Seismic Zones in India
In the field of seismology, seismic zones are, areas divided based on the frequency and intensity of expected earthquake. Indian subcontinent comprises of four seismic zones those are- II, III, IV and V. These zones are categorized based on scientific research related to seismicity and earthquake occurrence in the past years.
Earlier India was divided into five zones, but then, The Bureau of Indian Standards [IS 1893 (Part I):2002] decided to group the country into four seismic zones, where, the first and second zone being unified.
The Bureau of Indian Standards is responsible for publishing seismic activities in terms of seismic hazard maps and codes. They brought out a total of three versions of seismic zones; a six zone map in 1962, a seven zone map in 1966 and a five zone map in 1970/1984.
Seismic Active Zone:
Seismic Zone II: This is the area that suffers least damage of the other three zones. Intensity of earthquake lies between intensities V to VI of MM scale (MM ? Modified Mercalli Intensity scale).
Zone II covers those areas which are not covered by the other zones listed below.
Seismic Zone III: Zone III receives moderate damage. This damage corresponds to intensity VII of MM scale.
States that lie under this zone are- Tamil Nadu, Orissa, Andhra Pradesh, Maharashtra, Chhattisgarh, Bihar, Jharkhand, Bihar, Madhya Pradesh, Kerala, Gujarat, Goa, Lakshadweep islands, West Bengal, Karnataka, parts of Punjab and some remaining parts of Uttar Pradesh.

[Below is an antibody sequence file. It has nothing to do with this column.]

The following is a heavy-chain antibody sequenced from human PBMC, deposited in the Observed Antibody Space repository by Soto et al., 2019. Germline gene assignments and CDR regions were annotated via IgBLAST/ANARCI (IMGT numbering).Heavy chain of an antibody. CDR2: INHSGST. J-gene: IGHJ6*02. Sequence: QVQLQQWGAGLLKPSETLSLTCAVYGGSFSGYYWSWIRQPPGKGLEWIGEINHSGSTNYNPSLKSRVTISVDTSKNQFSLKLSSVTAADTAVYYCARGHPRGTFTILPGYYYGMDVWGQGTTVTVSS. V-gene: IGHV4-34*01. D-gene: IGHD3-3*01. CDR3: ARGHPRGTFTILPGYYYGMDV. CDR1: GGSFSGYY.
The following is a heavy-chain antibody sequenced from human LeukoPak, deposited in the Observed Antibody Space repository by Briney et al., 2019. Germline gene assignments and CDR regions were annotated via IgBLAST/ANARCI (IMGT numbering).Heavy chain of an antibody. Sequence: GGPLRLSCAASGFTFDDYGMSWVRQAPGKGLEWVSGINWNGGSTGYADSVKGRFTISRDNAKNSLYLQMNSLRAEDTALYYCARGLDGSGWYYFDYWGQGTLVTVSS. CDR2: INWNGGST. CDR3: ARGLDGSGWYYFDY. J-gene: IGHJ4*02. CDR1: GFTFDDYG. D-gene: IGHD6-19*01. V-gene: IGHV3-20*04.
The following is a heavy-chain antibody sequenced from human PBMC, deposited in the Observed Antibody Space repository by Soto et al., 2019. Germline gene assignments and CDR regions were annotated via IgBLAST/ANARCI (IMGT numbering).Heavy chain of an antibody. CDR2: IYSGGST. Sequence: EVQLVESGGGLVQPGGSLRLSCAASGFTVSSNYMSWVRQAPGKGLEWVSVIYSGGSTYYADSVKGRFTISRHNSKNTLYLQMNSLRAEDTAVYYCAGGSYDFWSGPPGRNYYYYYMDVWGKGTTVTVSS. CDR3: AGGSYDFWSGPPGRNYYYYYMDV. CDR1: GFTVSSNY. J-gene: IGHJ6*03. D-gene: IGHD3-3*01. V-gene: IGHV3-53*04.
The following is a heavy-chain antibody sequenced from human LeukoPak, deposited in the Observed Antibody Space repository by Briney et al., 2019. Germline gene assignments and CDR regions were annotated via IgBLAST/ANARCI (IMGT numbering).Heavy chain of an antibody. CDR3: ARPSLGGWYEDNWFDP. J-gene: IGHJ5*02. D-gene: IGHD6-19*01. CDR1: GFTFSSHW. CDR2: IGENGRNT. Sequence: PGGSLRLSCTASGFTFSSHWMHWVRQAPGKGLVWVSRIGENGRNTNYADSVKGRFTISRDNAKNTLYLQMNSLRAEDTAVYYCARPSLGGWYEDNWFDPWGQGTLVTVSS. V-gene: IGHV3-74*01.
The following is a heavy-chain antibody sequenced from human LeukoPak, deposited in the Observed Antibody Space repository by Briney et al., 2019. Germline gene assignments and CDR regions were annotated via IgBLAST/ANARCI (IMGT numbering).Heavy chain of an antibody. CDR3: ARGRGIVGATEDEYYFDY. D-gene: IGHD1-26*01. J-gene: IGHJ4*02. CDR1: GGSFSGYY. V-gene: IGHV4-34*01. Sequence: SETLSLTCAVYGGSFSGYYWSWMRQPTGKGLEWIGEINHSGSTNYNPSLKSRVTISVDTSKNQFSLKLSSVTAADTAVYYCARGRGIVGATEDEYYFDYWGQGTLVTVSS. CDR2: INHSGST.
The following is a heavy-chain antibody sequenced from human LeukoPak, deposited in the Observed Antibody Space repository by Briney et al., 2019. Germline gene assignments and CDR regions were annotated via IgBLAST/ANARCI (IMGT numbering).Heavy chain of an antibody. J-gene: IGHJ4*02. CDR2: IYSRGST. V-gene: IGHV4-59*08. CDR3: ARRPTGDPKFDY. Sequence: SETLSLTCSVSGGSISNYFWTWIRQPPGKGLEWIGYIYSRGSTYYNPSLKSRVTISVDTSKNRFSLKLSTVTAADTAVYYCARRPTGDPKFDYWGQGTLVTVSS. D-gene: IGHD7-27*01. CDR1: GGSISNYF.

Seismic Zone IV: Seismic Zone IV receives major damage having intensity VII and higher of MM scale. It covers remaining parts of Jammu and Kashmir and Himachal Pradesh, Delhi, Sikkim, Northern parts of Uttar Pradesh, Bihar and West Bengal, parts of Gujarat and small portions of Maharashtra near west coast and Rajasthan.
Seismic Zone V: Zone V is the most active region of the three. Historically this region has faced some of most devastating earthquakes. Magnitude here exceeds 7.0 and had intensities higher than IX. It comprises part of North Bihar, Andaman and Nicobar Islands, Rann of Kutch in Gujarat, parts of Jammu and Kashmir, Uttaranchal and entire northeastern India.
Seismic Zones with intensity in Indian Subcontinent of the Map
Richter scale: Earthquakes are measured using an instrument called seismograph. It records a zigzag trace that reflects the varying amplitude of the ground oscillation beneath the instrument. Earthquakes with magnitude of about 2.0 or less are generally not felt by people. A 5.3 magnitude earthquake is considered moderate and, a strong one will be 6.3 or above. The logarithm of amplitude of waves gives the magnitude of the earthquake. Magnitude of the earthquake is measured in whole numbers and decimal fraction on the Richter scale.